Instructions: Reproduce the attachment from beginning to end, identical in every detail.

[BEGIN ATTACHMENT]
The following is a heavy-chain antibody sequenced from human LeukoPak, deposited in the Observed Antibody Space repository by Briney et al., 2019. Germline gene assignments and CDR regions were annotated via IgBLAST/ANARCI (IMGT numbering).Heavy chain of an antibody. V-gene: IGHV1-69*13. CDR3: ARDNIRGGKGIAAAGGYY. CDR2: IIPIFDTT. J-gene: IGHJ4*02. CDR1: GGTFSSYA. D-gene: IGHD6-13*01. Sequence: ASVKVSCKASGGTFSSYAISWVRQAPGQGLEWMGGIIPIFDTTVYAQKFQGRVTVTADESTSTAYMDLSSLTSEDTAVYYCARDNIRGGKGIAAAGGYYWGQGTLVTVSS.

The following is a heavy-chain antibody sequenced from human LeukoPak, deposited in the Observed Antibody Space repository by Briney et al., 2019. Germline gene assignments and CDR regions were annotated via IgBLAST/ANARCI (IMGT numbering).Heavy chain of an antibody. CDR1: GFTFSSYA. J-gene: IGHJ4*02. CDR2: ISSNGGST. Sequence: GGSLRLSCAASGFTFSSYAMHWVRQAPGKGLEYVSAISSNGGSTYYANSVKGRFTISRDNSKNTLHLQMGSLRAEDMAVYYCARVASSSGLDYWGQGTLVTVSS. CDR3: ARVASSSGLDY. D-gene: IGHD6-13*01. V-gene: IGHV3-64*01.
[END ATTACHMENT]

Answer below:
The following is a heavy-chain antibody sequenced from human LeukoPak, deposited in the Observed Antibody Space repository by Briney et al., 2019. Germline gene assignments and CDR regions were annotated via IgBLAST/ANARCI (IMGT numbering).Heavy chain of an antibody. V-gene: IGHV1-69*13. CDR3: ARDNIRGGKGIAAAGGYY. CDR2: IIPIFDTT. J-gene: IGHJ4*02. CDR1: GGTFSSYA. D-gene: IGHD6-13*01. Sequence: ASVKVSCKASGGTFSSYAISWVRQAPGQGLEWMGGIIPIFDTTVYAQKFQGRVTVTADESTSTAYMDLSSLTSEDTAVYYCARDNIRGGKGIAAAGGYYWGQGTLVTVSS.

The following is a heavy-chain antibody sequenced from human LeukoPak, deposited in the Observed Antibody Space repository by Briney et al., 2019. Germline gene assignments and CDR regions were annotated via IgBLAST/ANARCI (IMGT numbering).Heavy chain of an antibody. CDR1: GFTFSSYA. J-gene: IGHJ4*02. CDR2: ISSNGGST. Sequence: GGSLRLSCAASGFTFSSYAMHWVRQAPGKGLEYVSAISSNGGSTYYANSVKGRFTISRDNSKNTLHLQMGSLRAEDMAVYYCARVASSSGLDYWGQGTLVTVSS. CDR3: ARVASSSGLDY. D-gene: IGHD6-13*01. V-gene: IGHV3-64*01.